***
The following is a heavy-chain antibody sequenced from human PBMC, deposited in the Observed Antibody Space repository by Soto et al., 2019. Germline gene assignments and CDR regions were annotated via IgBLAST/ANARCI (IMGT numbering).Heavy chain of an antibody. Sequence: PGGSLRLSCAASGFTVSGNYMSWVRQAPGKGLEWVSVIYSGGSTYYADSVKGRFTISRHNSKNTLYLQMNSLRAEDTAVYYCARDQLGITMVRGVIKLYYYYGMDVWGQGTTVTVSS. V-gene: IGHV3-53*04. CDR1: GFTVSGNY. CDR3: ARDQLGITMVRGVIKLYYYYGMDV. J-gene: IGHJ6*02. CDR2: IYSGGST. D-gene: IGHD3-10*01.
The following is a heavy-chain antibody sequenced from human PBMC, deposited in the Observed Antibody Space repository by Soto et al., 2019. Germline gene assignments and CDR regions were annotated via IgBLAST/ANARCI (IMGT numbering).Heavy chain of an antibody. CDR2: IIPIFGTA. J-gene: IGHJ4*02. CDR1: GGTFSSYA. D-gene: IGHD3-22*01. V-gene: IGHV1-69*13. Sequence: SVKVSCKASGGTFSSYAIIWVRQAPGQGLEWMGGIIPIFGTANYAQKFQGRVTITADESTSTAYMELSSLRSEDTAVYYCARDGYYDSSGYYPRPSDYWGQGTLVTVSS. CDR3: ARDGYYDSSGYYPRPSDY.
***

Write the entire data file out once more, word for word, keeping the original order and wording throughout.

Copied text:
The following is a heavy-chain antibody sequenced from human PBMC, deposited in the Observed Antibody Space repository by Soto et al., 2019. Germline gene assignments and CDR regions were annotated via IgBLAST/ANARCI (IMGT numbering).Heavy chain of an antibody. Sequence: PGGSLRLSCAASGFTVSGNYMSWVRQAPGKGLEWVSVIYSGGSTYYADSVKGRFTISRHNSKNTLYLQMNSLRAEDTAVYYCARDQLGITMVRGVIKLYYYYGMDVWGQGTTVTVSS. V-gene: IGHV3-53*04. CDR1: GFTVSGNY. CDR3: ARDQLGITMVRGVIKLYYYYGMDV. J-gene: IGHJ6*02. CDR2: IYSGGST. D-gene: IGHD3-10*01.
The following is a heavy-chain antibody sequenced from human PBMC, deposited in the Observed Antibody Space repository by Soto et al., 2019. Germline gene assignments and CDR regions were annotated via IgBLAST/ANARCI (IMGT numbering).Heavy chain of an antibody. CDR2: IIPIFGTA. J-gene: IGHJ4*02. CDR1: GGTFSSYA. D-gene: IGHD3-22*01. V-gene: IGHV1-69*13. Sequence: SVKVSCKASGGTFSSYAIIWVRQAPGQGLEWMGGIIPIFGTANYAQKFQGRVTITADESTSTAYMELSSLRSEDTAVYYCARDGYYDSSGYYPRPSDYWGQGTLVTVSS. CDR3: ARDGYYDSSGYYPRPSDY.